Moore Stephens Envisages Increased Pressure for Incipient Impairment in Shipping

(Press Release)
Monday, July 30, 2012

Accountant and shipping industry adviser Moore Stephens says it expects to see an increase in the sort of pressure recently exerted on shipping companies by the US Securities and Exchange Commission (SEC) to make disclosure when the market value of their vessels is less than their carrying value.


The pressure for this type of disclosure, often referred to as ‘incipient impairment’, has been reflected in the 2011 filings of many SEC registrants. Moore Stephens partner David Chopping says, “The SEC has seen impairment charges in the accounts of a number of shipping companies in the last few years. But it has apparently not seen quite as many as it might have been expecting. It is easy to understand why the SEC, and others, might consider disclosure of market value to be useful information and want to see it more widely disseminated. It is more objective than valuations based on management estimates, it is more comparable across companies, and it sets benchmarks against which companies’ own policies can be assessed. Indeed, for some parties, the information might seem far more important than valuations based on projected future income streams.

“At the same time, it is equally easy to visualise objections to such disclosure. Values are to be determined on an unfixed basis, so are arguably of only limited relevance where vessels are fixed for fairly long periods with high-quality charterers. Similarly, while values may look comparable, if the fixture position differs significantly, then such comparability might be considered spurious. And even if a vessel is operating in the spot market, or a fixture is going to be ending shortly, whilst other objections might be less compelling, there are still concerns about the volatility of market values. How relevant is a valuation at a point of time in a volatile market where an asset might have many years still to operate?

“Nonetheless, it seems very unlikely that the SEC will change its mind and decide that such disclosure is not useful. It is far more likely that other bodies, and indeed investors, will start expecting to see such information. This can happen without any need for changes in the rules, and indeed the SEC has not explicitly changed the disclosure requirements. It seems to have relied more on the ‘Al Capone’ approach of a kind word; everyone already knows it has a gun!”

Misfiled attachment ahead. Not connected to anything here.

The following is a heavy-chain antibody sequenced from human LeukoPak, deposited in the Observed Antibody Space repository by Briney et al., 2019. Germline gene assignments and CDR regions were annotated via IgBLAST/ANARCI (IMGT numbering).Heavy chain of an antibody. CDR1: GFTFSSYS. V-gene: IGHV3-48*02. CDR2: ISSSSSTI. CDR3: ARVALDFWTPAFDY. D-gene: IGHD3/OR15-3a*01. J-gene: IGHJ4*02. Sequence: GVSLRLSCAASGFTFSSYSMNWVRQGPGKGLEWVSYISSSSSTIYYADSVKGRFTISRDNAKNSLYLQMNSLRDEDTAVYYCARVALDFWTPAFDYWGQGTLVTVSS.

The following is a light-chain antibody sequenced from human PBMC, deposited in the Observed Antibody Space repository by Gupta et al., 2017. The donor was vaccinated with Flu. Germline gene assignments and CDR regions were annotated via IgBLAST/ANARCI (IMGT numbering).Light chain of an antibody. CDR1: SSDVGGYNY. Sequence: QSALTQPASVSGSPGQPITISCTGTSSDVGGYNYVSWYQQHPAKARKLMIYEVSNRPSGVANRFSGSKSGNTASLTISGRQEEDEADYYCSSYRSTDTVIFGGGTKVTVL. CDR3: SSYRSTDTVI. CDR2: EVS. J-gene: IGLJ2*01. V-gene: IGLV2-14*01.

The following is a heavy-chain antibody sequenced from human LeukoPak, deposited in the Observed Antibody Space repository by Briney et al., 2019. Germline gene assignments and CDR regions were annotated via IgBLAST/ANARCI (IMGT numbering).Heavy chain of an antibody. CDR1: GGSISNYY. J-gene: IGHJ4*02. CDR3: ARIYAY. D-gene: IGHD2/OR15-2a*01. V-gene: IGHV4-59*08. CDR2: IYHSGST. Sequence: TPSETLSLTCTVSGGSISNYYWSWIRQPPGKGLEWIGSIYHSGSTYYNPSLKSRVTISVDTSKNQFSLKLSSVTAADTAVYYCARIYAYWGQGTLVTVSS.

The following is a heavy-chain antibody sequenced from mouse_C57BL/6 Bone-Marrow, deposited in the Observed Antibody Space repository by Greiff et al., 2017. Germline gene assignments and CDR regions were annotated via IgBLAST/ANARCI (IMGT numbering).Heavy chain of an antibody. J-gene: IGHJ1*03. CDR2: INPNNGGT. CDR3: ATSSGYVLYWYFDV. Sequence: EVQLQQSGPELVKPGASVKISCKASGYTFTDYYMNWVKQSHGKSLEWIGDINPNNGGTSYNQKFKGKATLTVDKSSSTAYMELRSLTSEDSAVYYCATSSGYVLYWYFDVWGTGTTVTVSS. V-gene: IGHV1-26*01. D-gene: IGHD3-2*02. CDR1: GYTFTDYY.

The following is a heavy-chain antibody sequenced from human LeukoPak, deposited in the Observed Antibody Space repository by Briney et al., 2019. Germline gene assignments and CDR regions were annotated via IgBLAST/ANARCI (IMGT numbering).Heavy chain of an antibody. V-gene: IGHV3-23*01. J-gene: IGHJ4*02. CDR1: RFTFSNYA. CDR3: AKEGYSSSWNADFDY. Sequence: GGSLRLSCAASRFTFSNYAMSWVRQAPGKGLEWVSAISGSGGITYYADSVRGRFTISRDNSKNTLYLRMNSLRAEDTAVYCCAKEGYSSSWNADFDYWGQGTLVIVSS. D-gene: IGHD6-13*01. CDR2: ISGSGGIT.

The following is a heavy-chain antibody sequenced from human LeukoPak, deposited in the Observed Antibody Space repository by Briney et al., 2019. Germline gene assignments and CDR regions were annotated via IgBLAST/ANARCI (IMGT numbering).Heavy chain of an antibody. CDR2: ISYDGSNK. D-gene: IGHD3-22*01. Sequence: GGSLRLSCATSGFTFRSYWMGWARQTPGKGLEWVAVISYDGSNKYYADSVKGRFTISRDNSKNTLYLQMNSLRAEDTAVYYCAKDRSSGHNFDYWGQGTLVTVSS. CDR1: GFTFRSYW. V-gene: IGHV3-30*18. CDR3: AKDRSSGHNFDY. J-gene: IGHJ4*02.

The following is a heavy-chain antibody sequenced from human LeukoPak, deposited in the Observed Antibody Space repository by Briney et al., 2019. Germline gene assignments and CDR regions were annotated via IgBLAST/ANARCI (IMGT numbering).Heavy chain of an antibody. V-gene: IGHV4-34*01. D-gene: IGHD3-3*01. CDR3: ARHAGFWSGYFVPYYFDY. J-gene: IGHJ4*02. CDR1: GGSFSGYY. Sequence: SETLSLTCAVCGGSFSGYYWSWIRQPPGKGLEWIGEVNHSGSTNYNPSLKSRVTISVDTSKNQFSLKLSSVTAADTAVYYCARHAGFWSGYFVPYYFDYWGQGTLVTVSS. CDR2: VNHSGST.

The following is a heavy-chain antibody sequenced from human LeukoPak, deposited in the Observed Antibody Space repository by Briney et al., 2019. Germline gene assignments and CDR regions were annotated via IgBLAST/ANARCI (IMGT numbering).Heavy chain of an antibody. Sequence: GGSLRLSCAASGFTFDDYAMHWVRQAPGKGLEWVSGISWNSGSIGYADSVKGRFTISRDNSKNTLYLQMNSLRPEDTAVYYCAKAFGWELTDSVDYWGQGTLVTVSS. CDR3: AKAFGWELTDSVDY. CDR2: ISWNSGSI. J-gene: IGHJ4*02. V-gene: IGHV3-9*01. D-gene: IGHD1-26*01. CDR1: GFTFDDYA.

Maritime Reporter October 2014 Digital Edition
FREE Maritime Reporter Subscription
Latest Maritime News    rss feeds

Finance

Time-out for Kwanza Drilling

Statoil has decided to cancel the Stena Carron rig contract after fulfilling the work commitments in the Statoil-operated blocks 38 and 39 in the Kwanza basin offshore Angola.

Oil Deal Between Iraqi Kurdistan & Baghdad Welcomed

The United States welcomes an agreement between Iraq's central government in Baghdad and its northern Kurdistan region over the management of oil exports, U.

Nigeria to Cut Petrol Subsidy by Half

Nigeria plans to cut subsidies on petroleum products by half next year after sharp falls in global crude prices, spurred the government to revise its 2015 budget downwards,

Government Update

Nigeria to Cut Petrol Subsidy by Half

Nigeria plans to cut subsidies on petroleum products by half next year after sharp falls in global crude prices, spurred the government to revise its 2015 budget downwards,

Venezuela Ships First Crude Mixed with Algerian Oil to China

Venezuela is sending its first shipment of crude mixed with Algerian light oil to China, according to state oil company PDVSA and traders.   Venezuela recently

China Building Island Big Enough for Airstrip

Satellite images show China is building an island on a reef in the disputed Spratly Islands large enough to accommodate what could be its first offshore airstrip in the South China Sea,

Insurance

DGS Marine Advises Fixed Premium P&I Cover

DGS Marine, a leading global P&I management provider and exclusive manager for the British European and Overseas (BE&O) P&I facility, has highlighted the benefits

Russian Firms Face Huge Insurance Costs as Foreign Providers Flee

Russian companies face billions of dollars in extra insurance costs as Western sanctions prompt foreign insurance firms to start pulling out, worried that any business

WQIS President Hobbie to Retire

WQIS announces senior leadership change as president Richard Hobbie sets retirement Richard Hobbie III will retire from his position as President & CEO of the

 
 
Maritime Careers / Shipboard Positions Maritime Standards Naval Architecture Offshore Oil Salvage Ship Electronics Ship Repair Ship Simulators Shipbuilding / Vessel Construction Winch
rss | archive | history | articles | privacy | terms and conditions | contributors | top maritime news | about us | copyright | maritime magazines
maritime security news | shipbuilding news | maritime industry | shipping news | maritime reporting | workboats news | ship design | maritime business

Time taken: 0.1491 sec (7 req/sec)